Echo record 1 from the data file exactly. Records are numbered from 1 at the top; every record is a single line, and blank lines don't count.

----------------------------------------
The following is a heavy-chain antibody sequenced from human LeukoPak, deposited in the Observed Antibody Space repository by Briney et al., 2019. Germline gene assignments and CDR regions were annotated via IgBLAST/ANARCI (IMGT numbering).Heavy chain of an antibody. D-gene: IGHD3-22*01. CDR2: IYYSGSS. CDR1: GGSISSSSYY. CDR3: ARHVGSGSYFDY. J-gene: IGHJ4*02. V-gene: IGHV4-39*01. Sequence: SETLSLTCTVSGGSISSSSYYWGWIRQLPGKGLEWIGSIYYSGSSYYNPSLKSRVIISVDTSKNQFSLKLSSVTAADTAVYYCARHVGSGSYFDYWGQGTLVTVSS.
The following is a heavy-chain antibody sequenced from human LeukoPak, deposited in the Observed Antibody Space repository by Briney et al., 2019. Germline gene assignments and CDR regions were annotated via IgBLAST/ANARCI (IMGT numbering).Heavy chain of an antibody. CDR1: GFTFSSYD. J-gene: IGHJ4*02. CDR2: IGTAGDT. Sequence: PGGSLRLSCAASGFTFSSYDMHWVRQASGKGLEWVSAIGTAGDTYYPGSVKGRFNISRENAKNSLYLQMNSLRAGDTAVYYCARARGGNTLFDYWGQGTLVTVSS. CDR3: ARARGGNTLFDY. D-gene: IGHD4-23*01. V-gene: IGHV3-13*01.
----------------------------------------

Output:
The following is a heavy-chain antibody sequenced from human LeukoPak, deposited in the Observed Antibody Space repository by Briney et al., 2019. Germline gene assignments and CDR regions were annotated via IgBLAST/ANARCI (IMGT numbering).Heavy chain of an antibody. D-gene: IGHD3-22*01. CDR2: IYYSGSS. CDR1: GGSISSSSYY. CDR3: ARHVGSGSYFDY. J-gene: IGHJ4*02. V-gene: IGHV4-39*01. Sequence: SETLSLTCTVSGGSISSSSYYWGWIRQLPGKGLEWIGSIYYSGSSYYNPSLKSRVIISVDTSKNQFSLKLSSVTAADTAVYYCARHVGSGSYFDYWGQGTLVTVSS.